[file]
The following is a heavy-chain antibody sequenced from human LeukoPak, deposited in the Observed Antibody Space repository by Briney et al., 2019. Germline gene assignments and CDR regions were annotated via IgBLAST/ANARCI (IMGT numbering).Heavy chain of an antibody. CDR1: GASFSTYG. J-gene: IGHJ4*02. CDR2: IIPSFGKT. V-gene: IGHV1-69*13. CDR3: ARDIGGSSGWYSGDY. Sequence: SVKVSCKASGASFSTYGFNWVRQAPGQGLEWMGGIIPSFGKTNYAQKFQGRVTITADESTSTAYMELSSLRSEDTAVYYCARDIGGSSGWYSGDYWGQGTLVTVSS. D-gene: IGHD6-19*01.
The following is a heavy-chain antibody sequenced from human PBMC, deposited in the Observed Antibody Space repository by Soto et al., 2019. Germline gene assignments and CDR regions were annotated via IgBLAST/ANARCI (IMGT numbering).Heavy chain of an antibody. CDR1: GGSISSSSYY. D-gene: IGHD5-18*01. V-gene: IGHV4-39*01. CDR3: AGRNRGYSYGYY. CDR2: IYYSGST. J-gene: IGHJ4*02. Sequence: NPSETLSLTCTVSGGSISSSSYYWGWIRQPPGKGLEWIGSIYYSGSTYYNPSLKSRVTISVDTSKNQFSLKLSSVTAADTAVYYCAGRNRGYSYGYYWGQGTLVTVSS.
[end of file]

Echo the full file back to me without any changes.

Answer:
The following is a heavy-chain antibody sequenced from human LeukoPak, deposited in the Observed Antibody Space repository by Briney et al., 2019. Germline gene assignments and CDR regions were annotated via IgBLAST/ANARCI (IMGT numbering).Heavy chain of an antibody. CDR1: GASFSTYG. J-gene: IGHJ4*02. CDR2: IIPSFGKT. V-gene: IGHV1-69*13. CDR3: ARDIGGSSGWYSGDY. Sequence: SVKVSCKASGASFSTYGFNWVRQAPGQGLEWMGGIIPSFGKTNYAQKFQGRVTITADESTSTAYMELSSLRSEDTAVYYCARDIGGSSGWYSGDYWGQGTLVTVSS. D-gene: IGHD6-19*01.
The following is a heavy-chain antibody sequenced from human PBMC, deposited in the Observed Antibody Space repository by Soto et al., 2019. Germline gene assignments and CDR regions were annotated via IgBLAST/ANARCI (IMGT numbering).Heavy chain of an antibody. CDR1: GGSISSSSYY. D-gene: IGHD5-18*01. V-gene: IGHV4-39*01. CDR3: AGRNRGYSYGYY. CDR2: IYYSGST. J-gene: IGHJ4*02. Sequence: NPSETLSLTCTVSGGSISSSSYYWGWIRQPPGKGLEWIGSIYYSGSTYYNPSLKSRVTISVDTSKNQFSLKLSSVTAADTAVYYCAGRNRGYSYGYYWGQGTLVTVSS.